Over the weekend I experimented with a cheap and cheerful hand held illuminated microscope (for checking the stylus) to see if it would show up record debris - and it worked quite well. For ref, the before and after shots are of the same record section and have not been enhanced, and this record looked superficially very clean as well. You can clearly see all of the groove contamination lit by the microscope LED, and in contrast, the clean grooves in the second photo.
My cleaning process involved warming the cleaning fluids first, as it gets very cold in my studio (7 deg C this morning), then two lengthy cleaning passes and a rinse. Firstly with a home made mixture of isopropyl alcohol, distilled water and Ilfotol (proportions from London Jazz Collector “home recipe for vacuum record cleaning machines”), a second clean using L’Art du Son and the third a rinse with just distilled water & Ilfotol. I always leave the liquid to sit for a little while to dissolve any soluble crud, and then use the brushes to agitate the liquid in the grooves for more stubborn contamination - brushed in both directions for a good couple of minutes before vacuuming.
The three brushes used are an Analogue Studio goats hair brush, a decorators microfibre paint applicator (cut down in size, and very effective) and a fine bristle kabuki (non metal ferrule), tied with an elastic band around bristles to stop the bristles splaying out too much. All cleaning via a wet vacuum machine, an Okki Nokki in my case.
Anyway, thought the snaps may be of interest. No sophisticated photography techniques involved, just holding an iPhone camera to the lens of the microscope and focusing on the record surface.
Very good photos, @YetiZone
I’ll have to try - I have the same 'scope.
I wonder what the visible difference would be using only dry brushing without the wet process? May show the efficacy of various brushes at least…
There was a small amount of light dust on the record surface which I removed prior to wet cleaning with my Audioquest carbon fibre brush, but after that pass, it looked spotless, with a deep lustre and shine to the record surface, but was anything but clean!
Interesting, shouldn’t it be in Hifi Corner?
I don’t know - should it? As the post isn’t discussing a piece of hardware, perhaps best here, in the music section.
Record cleaning usually is in Hifi and I just thought more interested people would see it there. It’s certainly not about music. But your choice obviously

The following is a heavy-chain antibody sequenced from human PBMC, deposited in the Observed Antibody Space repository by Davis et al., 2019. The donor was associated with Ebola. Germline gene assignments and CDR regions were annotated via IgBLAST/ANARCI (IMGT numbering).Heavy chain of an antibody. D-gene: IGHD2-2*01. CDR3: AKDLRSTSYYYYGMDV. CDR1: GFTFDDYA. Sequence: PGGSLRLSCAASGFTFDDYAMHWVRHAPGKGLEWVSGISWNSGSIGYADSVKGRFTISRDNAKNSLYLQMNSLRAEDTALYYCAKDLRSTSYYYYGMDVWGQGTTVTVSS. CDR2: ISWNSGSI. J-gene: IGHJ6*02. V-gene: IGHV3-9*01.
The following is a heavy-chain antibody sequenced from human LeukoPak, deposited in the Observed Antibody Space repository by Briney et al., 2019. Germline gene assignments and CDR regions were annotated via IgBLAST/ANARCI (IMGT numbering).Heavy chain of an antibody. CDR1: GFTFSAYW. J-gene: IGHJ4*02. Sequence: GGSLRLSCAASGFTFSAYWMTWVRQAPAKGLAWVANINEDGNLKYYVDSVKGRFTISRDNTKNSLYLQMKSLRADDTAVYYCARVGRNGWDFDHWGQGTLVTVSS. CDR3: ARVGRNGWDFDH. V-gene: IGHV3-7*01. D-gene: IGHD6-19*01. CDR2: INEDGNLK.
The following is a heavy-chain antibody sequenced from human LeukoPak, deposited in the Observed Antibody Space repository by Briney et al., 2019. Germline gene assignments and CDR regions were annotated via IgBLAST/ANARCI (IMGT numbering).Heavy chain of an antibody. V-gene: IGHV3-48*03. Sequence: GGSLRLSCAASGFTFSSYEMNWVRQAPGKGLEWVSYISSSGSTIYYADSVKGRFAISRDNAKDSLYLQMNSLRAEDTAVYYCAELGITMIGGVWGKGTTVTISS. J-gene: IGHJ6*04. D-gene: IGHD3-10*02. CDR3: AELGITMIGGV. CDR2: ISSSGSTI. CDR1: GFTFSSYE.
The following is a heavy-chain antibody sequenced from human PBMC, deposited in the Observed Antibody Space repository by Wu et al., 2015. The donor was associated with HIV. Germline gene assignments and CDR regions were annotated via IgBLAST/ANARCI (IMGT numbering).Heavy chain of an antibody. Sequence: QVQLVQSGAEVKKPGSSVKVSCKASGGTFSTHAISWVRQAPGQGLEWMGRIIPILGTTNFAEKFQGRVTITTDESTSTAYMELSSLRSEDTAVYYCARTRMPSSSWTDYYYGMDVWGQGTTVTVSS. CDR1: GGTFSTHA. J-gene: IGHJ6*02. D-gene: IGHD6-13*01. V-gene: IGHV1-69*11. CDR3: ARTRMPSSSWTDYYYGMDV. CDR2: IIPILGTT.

OK, I’ll see if @Richard.Dane can please move the thread over to Hi-Fi Corner if that would be better?
I think you can do it yourself when you click the edit (pencil) icon in your original post, I think top right
Makes me think I should use my RC more often but I’m lazy. Maybe when I retire I’ll have more time. Good pics though. Food for thought.
It basically shows superficial debris on the surface of the vinyl being removed, which has no effect on the level of the surface noise created by the stylus.
@Count.d : “level of the surface noise created by the stylus”
By the stylus?
Isopropyl alcohol 20%
Distilled water 80%
Couple of drops of washing up fluid.
Cleaner (Okki Nokki):
Bad Case 1:
This is encrusted dirt, but it doesn’t really show.
The rack is a great idea I use upturned IKEA cups which work well…
What model of scope is that? I think I should buy one for my “bits” box.
Look on Amazon, Ebay etc They’re dead common, in various brandings (I’m not sure if there is one which not just a rebrand).
Mine is branded ‘Nessie’ with switchable white or blue lights (white is the one you need - don’t know what the dim blue is for. Spotting counterfeits maybe).
Thanks. Is the zoom optical or digital?
I’ve just remembered that I’ve got an illuminated jewellers loop with 30x and 60x magnification hiding somewhere in my “bits” box. At least that’s where I think it is - although I could be wrong
No zoom only mag. Optical - they’re pretty basic really. But the light is really helpful for showing up crud. I use mine mainly for my stylus.
Thanks. I use my loupe mainly for reading very small text (like that which Sony insist on using on the PS4 for the serial and model numbers. The drawback is that being wholly optical, you have to get at just the right distance from the object to use it.
Before I had my catararact operation (right eye), I was an extreme myope (-10.5) in that eye and I could just get very close to small text and easily read it. Alas, that ability is no longer present.
As @steviebee outlines, these things are just simple devices, but they work remarkably well for the task of inspecting a stylus for contamination. I think mine cost around £10 or so (inc delivery) off ebay, items unbranded and has the white and blue light for examining / spotting fake currency. Just search “mini microscope” on the bay and loads come up.
If you have a decent jewellers loupes then that should be all you need.